Nanoscience and nanotechnology are driving some of the most important innovations today in almost every field of engineering and science. 

Read more.

Stretching the boundaries
of neural implants

Rubbery, multifunctional fibers could be used to study spinal cord neurons and potentially restore function.

Researchers have developed a rubber-like fiber, shown here, that can flex and stretch while simultaneously delivering both optical impulses, for optoelectronic stimulation, and electrical connections, for stimulation and monitoring. Video, Chi (Alice) Lu and Seongjun Park

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In Other News

Researchers at MIT have found a way to make graphene with fewer wrinkles, and to iron out the wrinkles that do appear. They found each wafer exhibited uniform performance.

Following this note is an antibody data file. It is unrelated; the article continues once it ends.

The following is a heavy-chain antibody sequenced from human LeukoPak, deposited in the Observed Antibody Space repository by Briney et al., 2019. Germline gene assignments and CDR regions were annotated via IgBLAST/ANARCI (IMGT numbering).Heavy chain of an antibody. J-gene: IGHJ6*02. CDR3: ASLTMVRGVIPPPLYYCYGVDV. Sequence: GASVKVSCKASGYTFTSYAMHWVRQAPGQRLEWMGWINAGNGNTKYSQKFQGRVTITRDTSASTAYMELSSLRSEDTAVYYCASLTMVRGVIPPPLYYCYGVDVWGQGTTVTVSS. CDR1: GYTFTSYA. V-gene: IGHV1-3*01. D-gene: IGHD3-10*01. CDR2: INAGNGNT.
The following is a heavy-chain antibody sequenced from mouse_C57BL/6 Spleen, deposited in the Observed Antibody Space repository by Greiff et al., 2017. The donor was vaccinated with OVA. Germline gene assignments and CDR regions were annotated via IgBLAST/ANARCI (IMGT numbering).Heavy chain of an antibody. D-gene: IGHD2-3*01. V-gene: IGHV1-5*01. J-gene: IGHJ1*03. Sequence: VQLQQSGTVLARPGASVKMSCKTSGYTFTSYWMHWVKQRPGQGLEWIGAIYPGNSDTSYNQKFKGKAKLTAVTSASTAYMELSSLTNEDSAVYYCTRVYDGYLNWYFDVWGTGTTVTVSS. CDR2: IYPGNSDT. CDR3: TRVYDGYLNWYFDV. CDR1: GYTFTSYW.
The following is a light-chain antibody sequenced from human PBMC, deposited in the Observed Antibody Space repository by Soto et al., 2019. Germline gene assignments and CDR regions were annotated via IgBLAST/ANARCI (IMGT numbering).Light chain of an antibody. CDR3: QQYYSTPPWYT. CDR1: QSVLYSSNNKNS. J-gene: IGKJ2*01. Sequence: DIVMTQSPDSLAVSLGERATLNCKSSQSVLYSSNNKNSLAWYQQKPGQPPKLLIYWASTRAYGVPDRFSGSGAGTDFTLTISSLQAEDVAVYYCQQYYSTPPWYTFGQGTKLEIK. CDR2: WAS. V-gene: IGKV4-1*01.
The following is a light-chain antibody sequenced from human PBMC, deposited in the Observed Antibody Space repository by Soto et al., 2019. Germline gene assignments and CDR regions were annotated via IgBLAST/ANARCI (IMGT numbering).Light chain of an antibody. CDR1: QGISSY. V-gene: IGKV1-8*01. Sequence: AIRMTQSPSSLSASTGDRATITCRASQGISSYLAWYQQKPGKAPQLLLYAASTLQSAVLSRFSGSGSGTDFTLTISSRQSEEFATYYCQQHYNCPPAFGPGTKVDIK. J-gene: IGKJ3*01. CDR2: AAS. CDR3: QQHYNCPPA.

"Ironing out" graphene improves conductivity

MIT researchers find a way to  make graphene with fewer  wrinkles and improve how  electrons flow across wafers.

Read more.

Researchers discovered a way to make tiny particles that can be injected into the body, where they emit short-wave infrared light. The advance may open a new way of making detailed images of internal body structures such as fine networks of blood vessels.

Nanoparticles aid  biological imaging

 "Quantum dots" that emit  infrared light enable highly  detailed images of internal body  structures.

Read more.

 

MIT Professor Martin Bazant will use funding from Toyota Research Institute to leverage a nanoscale visualization technique that revealed, for the first time, how lithium-ion particles charge and discharge in real time (as simulated here). Bazant image

 

Multi-university effort  will advance materials, transform mobility 

With support from the Toyota  Research Institute, eight MIT  researchers will focus on  design principles for next-generation energy storage.